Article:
As the media landscape transforms and opinion sections shrink statewide, Californians need a robust forum to discuss the issues affecting their lives. “California Voices,” our reimagined commentary section, seeks to fill that role.
Speaking up and getting involved in politics is a luxury that was never afforded to Anastacio Rosales – or many of the 4,000 people living in Planada. For much of his 58 years in the Merced County town, Rosales focused on work, laboring in fields and later in packaging facilities until his retirement seven years ago.
That luxury became a vital necessity after January storms caused catastrophic flooding in the Central Valley. Hundreds of Planada homes, including Rosales’, were underwater. Planada has been an afterthought for generations, Rosales told me last week, but the scale of need was too great to keep quiet.
“A lot of us, it’s not that we’re afraid to speak out – it’s that they don’t pay attention to us,” Rosales said. “They see us as a low minority.”
This compelled him to demand action from state and local leaders. “We’re a community of field workers. Despite what we give to the state every day, we continue to be ignored.” Rosales wrote in a moving guest commentary published by CalMatters in June.
There were no talking points or hidden agendas in his piece. Rosales spoke up for his community and spoke from the heart. Lawmakers apparently got the message. A few days later, a $310 billion budget deal was announced, and Planada’s $20.3 million ask for recovery funding was fulfilled.
CalMatters is striving to spotlight more authors like Rosales. As the media landscape transforms and opinion sections shrink statewide, Californians need a robust forum to discuss the issues affecting their lives.
“California Voices,” our reimagined commentary section, seeks to fill that role.
While the long recovery journey continues, Rosales’ voice – alongside sustained media coverage – showed how Californians can still shape outcomes, despite the forces that favor cynicism and disillusionment.
The mission statement guiding CalMatters commentary is simple: California Voices aims to broaden our understanding of California by convening discussions and fostering dialogue that advances solutions. We will spotlight voices of those directly impacted by policy or its absence and are a forum for guest commentaries, staff columns and contributors.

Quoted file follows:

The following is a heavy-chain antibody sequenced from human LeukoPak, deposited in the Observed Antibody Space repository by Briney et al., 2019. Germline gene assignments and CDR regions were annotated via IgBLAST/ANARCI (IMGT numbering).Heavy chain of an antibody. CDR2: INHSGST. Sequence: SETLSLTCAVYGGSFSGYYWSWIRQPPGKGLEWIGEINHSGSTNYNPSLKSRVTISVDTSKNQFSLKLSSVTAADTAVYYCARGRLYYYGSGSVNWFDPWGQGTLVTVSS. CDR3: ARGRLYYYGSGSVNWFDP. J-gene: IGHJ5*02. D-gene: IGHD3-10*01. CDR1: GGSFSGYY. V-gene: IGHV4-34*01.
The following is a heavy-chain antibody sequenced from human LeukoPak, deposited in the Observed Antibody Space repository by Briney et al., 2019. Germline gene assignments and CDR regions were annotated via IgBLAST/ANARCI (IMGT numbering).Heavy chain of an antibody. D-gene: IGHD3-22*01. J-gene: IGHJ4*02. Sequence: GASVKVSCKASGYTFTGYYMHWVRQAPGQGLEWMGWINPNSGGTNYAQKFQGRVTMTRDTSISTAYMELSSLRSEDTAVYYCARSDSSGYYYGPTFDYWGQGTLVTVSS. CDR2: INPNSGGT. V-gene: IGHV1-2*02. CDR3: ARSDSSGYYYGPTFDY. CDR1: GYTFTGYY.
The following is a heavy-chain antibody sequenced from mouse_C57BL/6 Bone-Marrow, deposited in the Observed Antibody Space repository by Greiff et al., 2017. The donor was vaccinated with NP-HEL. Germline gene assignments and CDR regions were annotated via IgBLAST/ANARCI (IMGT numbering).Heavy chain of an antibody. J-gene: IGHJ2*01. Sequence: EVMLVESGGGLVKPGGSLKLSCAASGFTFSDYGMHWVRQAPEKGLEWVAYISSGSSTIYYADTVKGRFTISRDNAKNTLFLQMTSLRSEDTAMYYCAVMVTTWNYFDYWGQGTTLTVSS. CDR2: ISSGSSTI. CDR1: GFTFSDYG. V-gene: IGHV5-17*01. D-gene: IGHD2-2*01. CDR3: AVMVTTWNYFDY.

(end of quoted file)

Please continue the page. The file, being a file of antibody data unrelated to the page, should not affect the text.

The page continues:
On legislation to limit solitary confinement in prisons, we published a piece by a man who spent years confined in isolation. As lawmakers mulled a major state medical board reform, a woman who lost her limbs because of a doctor’s mistake explained how the proposal could’ve helped her. When officials canceled the salmon fishing season, we published two perspectives, including one from an understandably frustrated commercial fisher.
We’ve steadily been building this collection of firsthand experiences. Almost 40% of our commentaries this year were by people who have often felt voiceless, or less represented in mainstream discourse. We intend to increase that share much more.
To be clear: CalMatters will still publish commentaries from politics, academia, advocacy, executive suites and elsewhere. But we’re making a concerted effort to feature authors with less clout and access.
Our launch includes a collection of guest commentaries outlining potential solutions to California’s homelessness crisis. The hope is to give readers a deeper sense of the barriers and solutions to the state’s most complicated problems, all in one place. We’re already assessing which issue to feature next. If you have a suggestion, reach out to me.
How to Pitch an Op-Ed to California Voices
During this virtual event on Nov. 14, California Voices editor Yousef Baig will explain the new approach to commentary and share insights on how to craft a competitive op-ed submission. Register here
California Voices will also spotlight multiple perspectives on a single subject so readers can gain a fuller picture of topics in the news cycle. In addition to the salmon shutdown I mentioned earlier, this year we’ve paired two or more commentaries on the state budget, rooftop solar reform, high-speed rail, water management, psychedelics, labor issues, public meeting rules and more.
Of course, our indefatigable columnist Dan Walters will continue explaining California politics four times a week. We’re also growing our roster of regular contributors. Veteran journalist and author Jim Newton has been our eyes on Los Angeles, and spent much of the year scrutinizing the sprawling impacts of the warehouse boom in the Inland Empire. Cal Poly lecturer and former journalist Julie Lynem has covered a mix of subjects including social media regulation and “woke” corporations. Pedro Rios, a prominent human rights advocate, has covered immigration at the California-Mexico border, shedding light on federal surveillance and the policies that force migrants into deadly deserts.
My byline will also be in the mix.
The approach for California Voices is not novel. Opinion departments across the country are working to diversify their pages with increasingly scarce resources. What makes CalMatters distinct: We’re the biggest state-level nonprofit newsroom investing in opinion journalism. And we share almost everything we publish with roughly 270 media partners across the state, which means the mission of California Voices can extend well beyond CalMatters.
As Rosales told me, “every Californian is deserving of equal representation and attention.”
It’s a little cliche, sure, but it’s a sentiment everyone shares. Many people feel ignored, and the state’s supermajority politics can discourage a lot of the discourse. Expanding the voices we hear from can make difficult discussions more representative of California, and the solutions easier to reach.
That’s the hope, at least.